Teamsheets occasionally convey a historic feel. This did. Photographers crowded around a dugout, ready to capture the picture of a substitute in a bib. The famous No 7 shirt was in his hand, not on his back. Even after kick-off, Santos had to wave them away from the bench. The cameras caught the stony stare into the distance of man perhaps contemplating his footballing mortality for the first time. Ronaldo is a self-made player, a construct of his own willpower, the teenager with the tricks who transformed himself into the most prolific goalscorer in the game’s history.
Given the stature of his achievements, it is understandable if it is hard to reconcile himself to a new reality. At least, after a descent marked by dissent, he reacted better here: he was warming up when Portugal scored their third and fourth goals, greeting Ramos’ second with a big grin and Raphael Guerreiro’s emphatic finish by clapping. Unlike in Manchester United’s win over Tottenham, he did not refuse to come on.
Portugal’s dynamism showed his demotion was a footballing choice, not the product of a feud. But if performances were the determining factor, petulance scarcely painted Ronaldo in a good light. Certainly Santos was left unimpressed by his reaction to his substitution against South Korea. The temptation is to think his presence in that game was an attempt to try and pad out his statistics. That may be unfair, but rampant selfishness helped propel Ronaldo to such heights. It was a feature of his World Cup.
But this was a sudden swing in tone. Portugal abandoned the charade of pandering to Ronaldo. Their previous visit to the Lusail was pockmarked by their indulgence of the pretence he had scored a Bruno Fernandes goal, both the midfielder and the manager reluctant to admit the obvious. Such, it seemed, was the power of Ronaldo.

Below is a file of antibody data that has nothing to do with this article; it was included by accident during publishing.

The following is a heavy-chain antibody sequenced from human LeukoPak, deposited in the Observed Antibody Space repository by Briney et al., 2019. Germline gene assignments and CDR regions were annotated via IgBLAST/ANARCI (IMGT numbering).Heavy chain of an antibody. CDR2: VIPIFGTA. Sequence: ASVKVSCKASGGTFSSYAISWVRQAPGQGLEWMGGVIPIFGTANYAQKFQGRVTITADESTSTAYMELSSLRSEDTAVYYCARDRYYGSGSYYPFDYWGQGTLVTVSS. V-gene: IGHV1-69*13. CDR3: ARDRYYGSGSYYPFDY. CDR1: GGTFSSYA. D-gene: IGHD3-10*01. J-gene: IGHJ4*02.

Yet it has waned in a year of untold indignities; he was omitted for two Manchester derbies, disappearing to Portugal for the first, not brought on in the second. He went unwanted when he advertised his services in the summer. He has looked blinded to the evidence of his own decline, ageing gracelessly in a hubristic 2022 when opinions elsewhere changed.
Some 70 percent of A Bola readers polled wanted Ronaldo dropped; the notion a legend weakened the team was first anathema and has now become accepted, just as the vast majority of United fans backed Erik ten Hag. His managers have moved on and Ramos has cemented Portugal’s case for change. And so, for the first time since Ronaldo was the back-up to Luis Figo and Simao Sabrosa at the start of Euro 2004, he finds himself a reserve for Portugal.